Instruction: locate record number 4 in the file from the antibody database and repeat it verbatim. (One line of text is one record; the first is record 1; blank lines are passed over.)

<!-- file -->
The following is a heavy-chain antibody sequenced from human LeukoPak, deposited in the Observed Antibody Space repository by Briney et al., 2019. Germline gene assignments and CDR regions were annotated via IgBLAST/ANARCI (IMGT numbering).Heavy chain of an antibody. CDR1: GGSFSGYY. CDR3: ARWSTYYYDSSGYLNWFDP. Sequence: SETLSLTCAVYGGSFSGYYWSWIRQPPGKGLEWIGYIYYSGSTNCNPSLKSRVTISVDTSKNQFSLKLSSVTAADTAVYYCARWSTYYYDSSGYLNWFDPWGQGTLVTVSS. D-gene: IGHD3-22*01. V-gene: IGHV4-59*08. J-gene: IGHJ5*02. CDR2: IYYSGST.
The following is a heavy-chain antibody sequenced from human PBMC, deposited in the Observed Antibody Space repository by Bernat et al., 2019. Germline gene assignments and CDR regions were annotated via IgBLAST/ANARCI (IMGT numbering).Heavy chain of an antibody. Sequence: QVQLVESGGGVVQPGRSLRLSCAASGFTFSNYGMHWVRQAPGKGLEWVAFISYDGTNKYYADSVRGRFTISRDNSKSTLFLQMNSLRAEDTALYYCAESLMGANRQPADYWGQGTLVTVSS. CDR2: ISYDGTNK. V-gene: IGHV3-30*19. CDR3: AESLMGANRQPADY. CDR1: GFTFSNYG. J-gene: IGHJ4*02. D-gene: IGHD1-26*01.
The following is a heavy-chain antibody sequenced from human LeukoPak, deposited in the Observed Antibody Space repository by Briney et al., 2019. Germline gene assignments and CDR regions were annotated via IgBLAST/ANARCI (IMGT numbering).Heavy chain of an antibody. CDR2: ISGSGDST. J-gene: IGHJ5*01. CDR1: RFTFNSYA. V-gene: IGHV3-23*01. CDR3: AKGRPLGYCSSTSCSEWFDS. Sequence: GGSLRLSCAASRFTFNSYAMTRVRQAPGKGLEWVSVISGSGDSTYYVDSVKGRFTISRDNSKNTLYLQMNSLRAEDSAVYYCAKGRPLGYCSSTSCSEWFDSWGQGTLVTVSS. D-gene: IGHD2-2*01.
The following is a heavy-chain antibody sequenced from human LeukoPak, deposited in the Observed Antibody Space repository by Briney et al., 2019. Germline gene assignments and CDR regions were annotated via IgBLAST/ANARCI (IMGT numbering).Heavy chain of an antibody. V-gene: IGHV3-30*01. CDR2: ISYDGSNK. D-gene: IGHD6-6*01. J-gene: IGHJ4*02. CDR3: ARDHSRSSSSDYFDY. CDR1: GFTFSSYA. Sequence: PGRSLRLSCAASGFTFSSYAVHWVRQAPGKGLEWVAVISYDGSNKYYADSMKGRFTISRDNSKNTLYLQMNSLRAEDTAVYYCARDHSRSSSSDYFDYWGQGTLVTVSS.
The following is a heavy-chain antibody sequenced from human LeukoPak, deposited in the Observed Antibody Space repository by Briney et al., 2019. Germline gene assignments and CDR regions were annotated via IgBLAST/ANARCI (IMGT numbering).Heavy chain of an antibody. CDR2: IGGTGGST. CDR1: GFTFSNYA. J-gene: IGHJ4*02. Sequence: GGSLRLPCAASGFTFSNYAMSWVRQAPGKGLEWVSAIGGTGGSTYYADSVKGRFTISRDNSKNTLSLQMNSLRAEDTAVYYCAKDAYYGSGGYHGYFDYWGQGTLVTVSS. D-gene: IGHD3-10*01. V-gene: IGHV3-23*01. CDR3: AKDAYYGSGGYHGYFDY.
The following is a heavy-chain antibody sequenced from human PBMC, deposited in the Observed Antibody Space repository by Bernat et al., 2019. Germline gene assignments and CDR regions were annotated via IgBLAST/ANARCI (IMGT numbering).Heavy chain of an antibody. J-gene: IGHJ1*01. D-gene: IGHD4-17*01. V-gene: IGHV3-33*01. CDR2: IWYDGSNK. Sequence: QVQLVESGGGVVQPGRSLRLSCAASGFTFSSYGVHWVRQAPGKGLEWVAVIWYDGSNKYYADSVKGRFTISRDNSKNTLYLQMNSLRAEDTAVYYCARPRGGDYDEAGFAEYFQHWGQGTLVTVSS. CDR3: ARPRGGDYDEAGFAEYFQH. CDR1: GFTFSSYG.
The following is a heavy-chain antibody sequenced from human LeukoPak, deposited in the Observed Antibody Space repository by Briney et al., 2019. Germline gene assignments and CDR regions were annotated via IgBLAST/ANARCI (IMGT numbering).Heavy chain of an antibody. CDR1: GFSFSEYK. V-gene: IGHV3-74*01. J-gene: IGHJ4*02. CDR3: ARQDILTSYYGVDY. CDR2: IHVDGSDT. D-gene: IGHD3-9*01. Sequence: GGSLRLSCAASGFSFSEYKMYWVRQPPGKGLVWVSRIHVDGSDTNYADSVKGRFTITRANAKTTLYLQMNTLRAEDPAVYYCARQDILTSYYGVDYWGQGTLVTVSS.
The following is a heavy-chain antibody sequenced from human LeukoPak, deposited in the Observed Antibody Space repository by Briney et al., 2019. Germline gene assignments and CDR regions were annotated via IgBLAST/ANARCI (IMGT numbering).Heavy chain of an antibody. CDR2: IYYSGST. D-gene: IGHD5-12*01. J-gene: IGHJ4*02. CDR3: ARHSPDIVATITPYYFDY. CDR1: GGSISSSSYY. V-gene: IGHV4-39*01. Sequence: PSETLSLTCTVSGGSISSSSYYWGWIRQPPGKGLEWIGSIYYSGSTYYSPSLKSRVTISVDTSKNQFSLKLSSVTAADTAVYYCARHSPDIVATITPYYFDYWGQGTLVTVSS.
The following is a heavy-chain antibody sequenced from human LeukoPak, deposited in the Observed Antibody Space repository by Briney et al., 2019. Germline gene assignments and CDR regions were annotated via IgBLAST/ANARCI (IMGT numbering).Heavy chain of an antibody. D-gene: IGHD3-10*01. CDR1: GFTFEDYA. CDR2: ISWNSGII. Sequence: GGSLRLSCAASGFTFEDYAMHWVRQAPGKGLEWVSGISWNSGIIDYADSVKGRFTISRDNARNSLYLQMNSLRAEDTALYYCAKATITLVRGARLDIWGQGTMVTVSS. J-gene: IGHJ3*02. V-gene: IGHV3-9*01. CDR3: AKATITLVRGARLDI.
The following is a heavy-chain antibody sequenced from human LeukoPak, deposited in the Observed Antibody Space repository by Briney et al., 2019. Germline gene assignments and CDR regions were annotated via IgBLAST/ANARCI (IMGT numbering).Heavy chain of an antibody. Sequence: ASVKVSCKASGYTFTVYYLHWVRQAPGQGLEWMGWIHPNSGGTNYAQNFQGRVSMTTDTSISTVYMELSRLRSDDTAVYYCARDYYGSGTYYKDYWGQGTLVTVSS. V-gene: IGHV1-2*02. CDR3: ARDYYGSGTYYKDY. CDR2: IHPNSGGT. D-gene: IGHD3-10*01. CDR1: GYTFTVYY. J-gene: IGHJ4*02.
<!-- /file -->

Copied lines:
The following is a heavy-chain antibody sequenced from human LeukoPak, deposited in the Observed Antibody Space repository by Briney et al., 2019. Germline gene assignments and CDR regions were annotated via IgBLAST/ANARCI (IMGT numbering).Heavy chain of an antibody. V-gene: IGHV3-30*01. CDR2: ISYDGSNK. D-gene: IGHD6-6*01. J-gene: IGHJ4*02. CDR3: ARDHSRSSSSDYFDY. CDR1: GFTFSSYA. Sequence: PGRSLRLSCAASGFTFSSYAVHWVRQAPGKGLEWVAVISYDGSNKYYADSMKGRFTISRDNSKNTLYLQMNSLRAEDTAVYYCARDHSRSSSSDYFDYWGQGTLVTVSS.